Georgette is a fairly ‘bouncy’ fabric and doesn’t take well to pressing so I opted to top stitch the waist seam and ruffle seam. This is a feature that is used in the Myosotis dress and I’ve adpoted for a few of my dresses now…It helps to keep the seams flat and I love a bit of top stitching, it’s so satisfying!

I shirred the cuff of the sleeves 1.5″ up from the hem of the cuff to add some volume which is oh so popular at the moment and I have to say I’m loving it! 

I’m so pleased I managed this mini dress hack with just 2m of fabric and the outcome is lovely! Next time I would add pockets though! This should see me through the winter months with tights, boots and a biker jacket!

Would you give this a go? What are you making for the change of season?

Julia pocket top in leopard print

@aliivens makes a cosy jumper

For this months theme of ‘knitwear’ I chose this lovely leopard print ponte* because, ya know, I’d live in leopard print if I could!

It’s beautifully soft and who doesn’t love the idea of a project that is going to be easy to sew but super comfy when it’s finished!

*This fabric is now sold out but there are lots of other lovely jersey knits in stock here

I chose to make the Julia Pocket Top by Sew Me Something. I’ve made this top four times before, including once for my sister, and I know it’s a great pattern and a quick and simple make. The integrated pockets on the front are quite genius and you get a different look depending on the fabric you make it with. I got version 1, which is a clean, long-sleeved top with a simple neck band, out of 1.5m and I knew this would be a boxy top so I cut the width of the smallest size but kept the sleeve and neckline of the size 14.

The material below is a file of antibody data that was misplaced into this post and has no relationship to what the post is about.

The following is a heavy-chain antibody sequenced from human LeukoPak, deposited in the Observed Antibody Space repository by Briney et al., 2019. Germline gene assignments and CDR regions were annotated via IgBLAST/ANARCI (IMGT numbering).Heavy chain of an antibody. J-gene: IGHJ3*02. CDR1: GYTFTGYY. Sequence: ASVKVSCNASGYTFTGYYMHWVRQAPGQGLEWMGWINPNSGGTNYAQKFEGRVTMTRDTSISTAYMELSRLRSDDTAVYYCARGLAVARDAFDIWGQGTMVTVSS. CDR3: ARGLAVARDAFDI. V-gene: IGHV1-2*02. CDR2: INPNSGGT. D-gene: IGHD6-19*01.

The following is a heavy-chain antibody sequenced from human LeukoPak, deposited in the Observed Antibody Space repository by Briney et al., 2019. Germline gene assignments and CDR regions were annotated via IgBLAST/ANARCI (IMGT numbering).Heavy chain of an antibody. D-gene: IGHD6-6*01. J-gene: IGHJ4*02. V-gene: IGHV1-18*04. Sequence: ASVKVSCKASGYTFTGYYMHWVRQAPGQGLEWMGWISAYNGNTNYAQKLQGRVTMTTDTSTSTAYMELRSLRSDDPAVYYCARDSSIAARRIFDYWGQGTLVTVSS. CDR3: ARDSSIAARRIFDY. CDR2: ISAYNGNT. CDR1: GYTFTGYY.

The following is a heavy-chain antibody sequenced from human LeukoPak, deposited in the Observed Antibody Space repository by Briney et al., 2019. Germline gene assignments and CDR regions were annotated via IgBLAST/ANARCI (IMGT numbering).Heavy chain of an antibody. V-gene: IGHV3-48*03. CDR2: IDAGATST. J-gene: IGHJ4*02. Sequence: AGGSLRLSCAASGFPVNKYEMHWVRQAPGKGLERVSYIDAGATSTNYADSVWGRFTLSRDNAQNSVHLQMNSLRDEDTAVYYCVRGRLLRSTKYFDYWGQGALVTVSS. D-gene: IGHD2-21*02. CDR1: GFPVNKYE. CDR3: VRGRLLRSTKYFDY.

The fabric was pre washed at 30 degrees and ironed with a medium heat prior to cutting, not that it really needed it! I did wonder at one point if I should be using my walking foot but this fabric went smoothly through both my sewing machine and overlocker. It took approximately 90 minutes to make up and that included having to rethread one of the loopers on my overlocker when it ran out!

I love the oversized look of this design. I think this will be a great option for throwing over my running gear when the weather gets a little cooler. Looking at it now, I wonder if the neckband should have been a little smaller… I might go back and change that later (probably not though!).
 
That’s all I have to say about this make. A quick and easy one, perfect for autumn and lovely and comfy. Thanks Sammy for this gorgeous fabric!